First Look Inside The New Soho House Amsterdam

It's been some years in discussion, but Soho House has at last opened the doors to its newest hotel and members club in central Amsterdam. And as you'd expect from the trend-setting group, the interiors offer inspiration overload.

The new club occupiesa prominent and historic Bungehuis landmark right on the canals. This Soho House followsthe group’s tried-and-tested formula, featuring a Cecconi’s restaurant, House Kitchen, guest rooms (79), Cowshed spa and gym, a screening room, plus ample club spaces decked out with antique and custom-made furniture.And of course, in true Soho House tradition,the new club is crowned by the group's signature rooftop pool and bar, in this case wrapping around the entire building and offering a 360-degree views ofAmsterdam city.Plus, itbeing the ‘dam, there is also parking for 75 bikes (and a workshop for repairs).

Theimposing six-storey 1930s building isthe latest architectural find that the Soho House Group has commandeered for its network of private members clubs.Like its recent White City House opening in the iconic former Television Centre, the building is iconic to the city.Built as a trading office, and since serving as the humanities building for the University of Amsterdam, its six stories are covered in limestone and granite, with bay windows on each side, and no shortage of art-deco flourishes.Large bronze-framed bay windows lend the façade its rigid geometry, while inside the glazed tilework of the ground floor lobby, lift lobbies and main stairway adds period character.

In keeping with House style, the interior design takes its cues from its host building and its surroundings. For example, thedelicate art deco pattern of the stained glass windows that line the grand staircaseis replicated in textiles, such as bed throws.New signage and custom-made lighting has been designed to complement the 1930s tiled interior.Corridors are clad in limestone, tiles have been repaired by a specialist team, art deco lighting, original wall panelling and mosaic tiled floors have all been restored.

The fifth floor club room features high-gloss black timber floors, a feature found in historic Dutch residential properties, while the bar front is lined in fabric – an old tradition in Amsterdam was to use fabric instead of wallpaper or paint as a way to warm a place up.And then there's the lighting. Floor and table lamps are all reconditioned antiques sourced predominantly in the Netherlands, while ceiling and wall lighting is bespoke, made by a local supplier.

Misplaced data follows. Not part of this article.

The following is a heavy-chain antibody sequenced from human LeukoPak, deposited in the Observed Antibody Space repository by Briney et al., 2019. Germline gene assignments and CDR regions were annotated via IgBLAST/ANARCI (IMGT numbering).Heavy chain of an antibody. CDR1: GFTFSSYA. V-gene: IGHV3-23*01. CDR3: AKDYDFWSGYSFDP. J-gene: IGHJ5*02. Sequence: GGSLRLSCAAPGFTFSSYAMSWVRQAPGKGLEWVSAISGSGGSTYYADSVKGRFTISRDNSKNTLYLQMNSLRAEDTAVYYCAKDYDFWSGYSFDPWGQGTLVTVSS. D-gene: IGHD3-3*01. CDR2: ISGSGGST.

Even the art collection takes its cue from the city andis made up of works by local artists, all showing a contemporary take on 15th and 16th century Dutch art.

On the 5th Floor, the main members’ space overlooks the canal, with bold fabrics, antique furniture mixed with specially designed pieces, geometric rugs and a high-gloss black floor. The wall panelling is inspired by the listed detailing in the Bungehuis, with the original blue tiling, and a bar clad in fabric inspired by the Ons' Lieve Heer op Solder ‘hidden church’ in the city.

On the other side, the House Kitchen is decorated with pinks and Hague blues, with banquette seating, lounge chairs and vintage tables and lamps, anda big open kitchen and deli counter. A rug runs down the centre of the room, with a tiled floor and timber detailing, and linen fabrics and plants, making the space feel light and open.

(Image credit: Tim Buiting)

The screening room on the same floor has high gloss lacquered and velvet clad walls, mirrored tables, velvet armchairs and footstools and vintage lamps on individual side tables, plus a ribbed timber bar serving drinks and snacks.

Over in the bedrooms,antique pieces are mixed with specially designed furniture and rugs. Each of the bedrooms retains the 1930’s timber panelling and stained glass windows, with prominent art deco sculptures. The bed throws and fabrics are inspired by the original windows in the grand Bungehuis staircase, with tables, poufs and sofas designed by Soho Home.

Above the ground floor level, the property is structured around an internal courtyard, so despite its imposing appearance from outside, the interior is composed of compact, moderately-scaled spaces that are flooded with natural light.

Cecconi’s restaurantoverlooks the canal and has a glass retractable roof, with plants weaved into the ceiling, leather banquettes, vintage rugs, and specially made pendant lights, with the signature Cecconi’s marble striped floor in deep red.

Even the rooftop is an Instagrammer's dream, witha geometric-pattern tiled floor and prettyparasol-covered sun loungers.

(Image credit: Tim Buiting)

The new house has already inspired a new interiors collection offurniture, lighting, tableware, textiles and accessories, available at Soho Home.Collection highlights include a velvet chair in burnt orange, cushions and rugs inspired by the paintings of the Dutch masters and an upholstered bed featuring a headboard which reflects the silhouettes of the rooftops of Amsterdam.

(Image credit: Tim Buiting)

Soho House is accepting membership applications for its new club now. Soho House Amsterdam is open for business, but Cecconi’s and the Cowshed spa open in September.

Soho House Amsterdam,Spuistraat 210, 1012 VT Amsterdam, Netherlands. For more

Lotte Brouwer

Lotte is the Digital Editor for Livingetc, and has been with the website since its launch. She has a background in online journalism and writing for SEO, with previous editor roles at Good Living, Good Housekeeping, Country & Townhouse, and BBC Good Food among others, as well as her own successful interiors blog. When she's not busy writing or tracking analytics, she's doing up houses, two of which have features in interior design magazines. She's just finished doing up her house in Wimbledon, and is eyeing up Bath for her next project.